Saturday, January 19, 2008

Rheumatoid Arthritis - Facts You Need To Know

Rheumatoid arthritis (RA) is an immune system disease affecting people of all ages. It is most often diagnosed in middle age but also affects children and the elderly.
Women are more likely to develop rheumatoid arthritis than men. RA causes chronic inflammation of the joints, specifically the layers between the joints, but also may cause inflammation in other organs of the body.
The cause of rheumatoid arthritis remains unknown.
Factors considered are genetic makeup, something in the environment may trigger the disease and hormonal or bacterial factors could be involved in causing RA.
People with rheumatoid arthritis usually experience periods of flares and remissions.
The disease varies greatly in individuals with some developing symptoms quickly over a short period of time while others experience flares and remissions intermittently.
Rheumatoid arthritis is diagnosed by an examination of tender or swollen joints, a blood test called the rheumatoid factor (RF), the presence of stiffness in the early morning or after a period of inactivity, bumps or nodules under the skin near joints, and sometimes an x-ray. The RF test is only positive in 80 percent of people with RA.
Sufferers of RA may be mildly anemic and another test for inflammation called erythrocyte sedimentation rate (ESR) may be elevated. Sometimes people with RA test positive on an antinuclear antibody (ANA) test.
Because rheumatoid arthritis is an immune system disease, anything that affects the immune system (like allergic reactions) may trigger a flare.
If you suffer from RA it's extremely important to limit exposure to contagious diseases since immune system defenses are lowered.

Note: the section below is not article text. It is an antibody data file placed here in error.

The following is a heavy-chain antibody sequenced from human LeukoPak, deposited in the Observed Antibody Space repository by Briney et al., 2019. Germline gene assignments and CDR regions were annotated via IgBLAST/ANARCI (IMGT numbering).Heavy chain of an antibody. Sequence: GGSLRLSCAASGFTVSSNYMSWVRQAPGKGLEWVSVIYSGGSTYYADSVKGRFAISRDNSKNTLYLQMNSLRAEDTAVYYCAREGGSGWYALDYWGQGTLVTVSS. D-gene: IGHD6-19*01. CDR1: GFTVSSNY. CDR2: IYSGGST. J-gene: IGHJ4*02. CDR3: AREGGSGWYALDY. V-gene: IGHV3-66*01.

Rheumatoid arthritis is a life-long disease but with medication as tolerated, a balance in exercise and rest while protecting the joints people with RA can live long and productive lives.
There are many systemic manifestations of the disease and mortality is highest for patients who are affected in areas other than the joints.
Occasionally inflammation of the membranes around the heart and lungs or inflammation of the lung tissues itself can occur.
Life expectancy in sufferers is reduced by an average of seven years, although some of this is undoubtedly due to the side effects of treatment.
RA sufferers who learn to live within their limitations and 'listen' to their body's signals can halt severe flares while respectfully realizing the unpredictability of this disease.
The book "Extraordinary Healing" by Art Brownstein, M.D. discusses how our "body's secret healing system" works, on pg. 329-331 it discusses in depth how to 'activate' that healing system.
Good health to you!
Contact information:

© Copyright 2010 Sandy Guerriere. All Rights Reserved.